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FRENNET HA'.

When Frennet castle's ivied wafrM.
Thro' yallow leaves were seen;

When birds forsook the sapless boughs,
And bees the faded green;

Then Lady Frennet, vengeful dame,

Did wander frae the ha.',
To the wild forests dewie gloom *,

Among the leaves that fa'.

* " Dewie gloom." This should perhaps be dowic, i. e. melancholy.

Her page, the swiftest of her train,

Had dumb a lofty tree,
Whose branches to the angry blast,

Were soughing * mournfullie.

He turn'd his e'en towards the path,

That near the castle lay, Where good Lord John, and Rothemay,

Were riding down the brae.

Swift darts the eagle from the sky,

When prey beneath is seen, As quickly he forgot his hold,

And perch'd upon the green.

"O hie thee, hie thee, lady gay,

"Frae this dark wood awa, "Some visitors, of gallant mein,

"Are hasting to the ha'."

Then round she row'd her silken plaid,

Her feet she did na spare, Until she left the forest skirts,

A lang bow-shot and mair.

[merged small][graphic]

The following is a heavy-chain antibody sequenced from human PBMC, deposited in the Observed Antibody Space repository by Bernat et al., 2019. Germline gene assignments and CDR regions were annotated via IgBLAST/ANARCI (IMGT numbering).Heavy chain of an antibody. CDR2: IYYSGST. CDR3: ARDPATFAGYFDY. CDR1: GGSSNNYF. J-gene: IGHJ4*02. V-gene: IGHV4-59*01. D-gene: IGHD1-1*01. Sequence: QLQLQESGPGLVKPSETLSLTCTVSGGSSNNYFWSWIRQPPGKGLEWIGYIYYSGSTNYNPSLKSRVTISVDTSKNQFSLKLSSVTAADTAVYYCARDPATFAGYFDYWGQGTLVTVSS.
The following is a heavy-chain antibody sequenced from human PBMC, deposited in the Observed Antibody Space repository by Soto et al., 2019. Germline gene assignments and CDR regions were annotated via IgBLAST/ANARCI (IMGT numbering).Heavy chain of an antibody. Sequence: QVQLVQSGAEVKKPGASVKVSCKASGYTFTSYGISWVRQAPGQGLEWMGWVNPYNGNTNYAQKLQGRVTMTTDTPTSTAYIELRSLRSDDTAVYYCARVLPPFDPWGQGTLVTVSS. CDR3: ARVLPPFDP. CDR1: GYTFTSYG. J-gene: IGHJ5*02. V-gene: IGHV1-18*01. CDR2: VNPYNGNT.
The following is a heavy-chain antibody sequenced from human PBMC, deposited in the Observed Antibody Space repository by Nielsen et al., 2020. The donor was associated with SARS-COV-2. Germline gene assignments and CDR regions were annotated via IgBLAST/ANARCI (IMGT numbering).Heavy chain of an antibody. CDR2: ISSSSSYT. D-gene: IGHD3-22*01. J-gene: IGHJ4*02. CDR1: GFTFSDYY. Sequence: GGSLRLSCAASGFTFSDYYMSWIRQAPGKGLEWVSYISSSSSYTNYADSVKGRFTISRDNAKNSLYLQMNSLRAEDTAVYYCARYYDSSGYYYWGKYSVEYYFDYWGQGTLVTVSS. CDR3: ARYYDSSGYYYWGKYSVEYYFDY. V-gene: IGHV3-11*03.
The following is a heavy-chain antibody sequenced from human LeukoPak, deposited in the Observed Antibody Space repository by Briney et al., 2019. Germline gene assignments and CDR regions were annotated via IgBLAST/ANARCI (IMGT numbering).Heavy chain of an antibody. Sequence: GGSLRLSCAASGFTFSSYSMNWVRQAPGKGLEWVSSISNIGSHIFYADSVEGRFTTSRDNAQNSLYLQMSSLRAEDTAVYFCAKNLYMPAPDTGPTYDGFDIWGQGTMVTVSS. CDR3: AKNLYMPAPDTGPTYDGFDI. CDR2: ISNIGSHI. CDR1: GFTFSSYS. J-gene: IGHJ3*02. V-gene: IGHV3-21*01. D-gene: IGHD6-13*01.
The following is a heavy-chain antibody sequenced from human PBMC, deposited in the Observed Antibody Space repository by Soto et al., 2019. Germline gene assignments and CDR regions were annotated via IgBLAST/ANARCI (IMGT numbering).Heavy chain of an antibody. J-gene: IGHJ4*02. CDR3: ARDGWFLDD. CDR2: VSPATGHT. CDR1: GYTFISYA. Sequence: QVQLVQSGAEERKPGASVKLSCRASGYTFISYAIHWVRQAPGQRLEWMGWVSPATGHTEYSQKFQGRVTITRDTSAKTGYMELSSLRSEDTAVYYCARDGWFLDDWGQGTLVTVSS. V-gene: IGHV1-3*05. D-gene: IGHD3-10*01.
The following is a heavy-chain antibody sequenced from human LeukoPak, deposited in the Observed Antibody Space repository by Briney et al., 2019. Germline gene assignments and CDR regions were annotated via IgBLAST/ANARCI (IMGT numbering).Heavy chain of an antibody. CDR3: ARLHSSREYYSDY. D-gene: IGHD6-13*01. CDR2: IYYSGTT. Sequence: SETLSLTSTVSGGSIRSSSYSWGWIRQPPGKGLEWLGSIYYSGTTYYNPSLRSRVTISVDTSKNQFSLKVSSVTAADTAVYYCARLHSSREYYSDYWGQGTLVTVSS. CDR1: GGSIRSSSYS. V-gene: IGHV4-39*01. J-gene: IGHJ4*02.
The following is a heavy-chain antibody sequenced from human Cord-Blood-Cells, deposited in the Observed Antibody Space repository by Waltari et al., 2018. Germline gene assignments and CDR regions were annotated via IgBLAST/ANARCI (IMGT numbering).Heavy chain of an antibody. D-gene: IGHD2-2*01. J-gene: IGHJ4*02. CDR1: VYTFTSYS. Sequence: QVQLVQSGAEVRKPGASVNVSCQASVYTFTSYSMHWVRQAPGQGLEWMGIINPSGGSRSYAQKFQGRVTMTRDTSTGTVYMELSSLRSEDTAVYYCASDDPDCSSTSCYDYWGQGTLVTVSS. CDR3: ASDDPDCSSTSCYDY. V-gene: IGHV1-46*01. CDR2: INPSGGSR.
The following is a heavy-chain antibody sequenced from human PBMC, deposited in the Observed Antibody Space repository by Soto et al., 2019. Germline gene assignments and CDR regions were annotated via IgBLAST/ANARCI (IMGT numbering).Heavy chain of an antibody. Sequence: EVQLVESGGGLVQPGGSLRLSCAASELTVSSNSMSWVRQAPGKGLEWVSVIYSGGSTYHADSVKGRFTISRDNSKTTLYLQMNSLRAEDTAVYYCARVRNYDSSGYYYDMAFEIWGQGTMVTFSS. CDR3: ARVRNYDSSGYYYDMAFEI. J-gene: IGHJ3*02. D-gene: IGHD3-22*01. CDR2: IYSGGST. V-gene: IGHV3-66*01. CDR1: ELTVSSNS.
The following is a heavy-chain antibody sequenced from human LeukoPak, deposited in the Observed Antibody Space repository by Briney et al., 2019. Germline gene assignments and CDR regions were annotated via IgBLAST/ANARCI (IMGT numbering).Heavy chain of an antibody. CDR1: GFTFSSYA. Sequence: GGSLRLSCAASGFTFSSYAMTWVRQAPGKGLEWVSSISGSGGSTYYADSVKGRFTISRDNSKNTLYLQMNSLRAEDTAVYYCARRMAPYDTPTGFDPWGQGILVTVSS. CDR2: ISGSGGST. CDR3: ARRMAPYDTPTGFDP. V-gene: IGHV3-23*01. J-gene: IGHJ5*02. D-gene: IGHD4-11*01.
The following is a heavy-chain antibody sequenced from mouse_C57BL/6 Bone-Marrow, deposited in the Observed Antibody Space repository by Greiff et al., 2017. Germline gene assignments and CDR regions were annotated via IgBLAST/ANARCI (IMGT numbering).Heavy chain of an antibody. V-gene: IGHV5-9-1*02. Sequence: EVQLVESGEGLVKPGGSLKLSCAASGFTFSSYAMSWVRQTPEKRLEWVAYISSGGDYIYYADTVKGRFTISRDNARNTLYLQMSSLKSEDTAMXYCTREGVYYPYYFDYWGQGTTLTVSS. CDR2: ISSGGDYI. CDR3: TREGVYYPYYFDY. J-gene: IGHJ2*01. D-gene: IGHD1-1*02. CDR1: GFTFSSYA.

"O where, O where, nry good Lord John,

"O tell me where you ride; "Within my castle wall this night

"I hope you mean to bide.

"Kind nobles, will ye but alight,

"In yonder bower to stay; "Saft ease shall teach you to forget

"The hardness of the way."

"Forbear entreaty, gentle dame;

"How can we here remain? "Full well you ken your husband dear

"Was by our father slain.

"The thoughts of which, with fell revenge,

"Your angry bosom swell; "Enrag'd, you've sworn that blood for blood

"Should this black passion quell."

"O fear not, fear not, good Lord John,

"That I will you betray, "Or sue requital for a debt,

"Which nature cannot pay.

"Bear witness, a' ye powers on high, "Ye lights, that 'gin to shine,

"This night shall prove the sacred cord, "That knits your faith and mine."

The lady slee, with honeyed words,

Entic'd thir youths to stay;
But morning sun nere shone upon

Lord John nor Rothemay.

[graphic]

NOTE

FRENNET HA'.

"The present ballad appears to have been suggested by one composed at the time; a few stanzas of which are fortunately remembered by the reverend Mr Boyd, translator of Dante, and were obligingly communicated to the editor by his very ingenious and valuable friend, J. C. Walker, Esq."

The reek it rose, and the flame it flew, And oh! the fire augmented high,
Until it came to Lord John's chamber window, And to the bed where Lord John lay.

"O help me, help me, Lady Frennet,

"I never ettled * harm to thee; "And if my father slew thy lord,

"Forget the deed, and rescue me."

* Ettled, intended.

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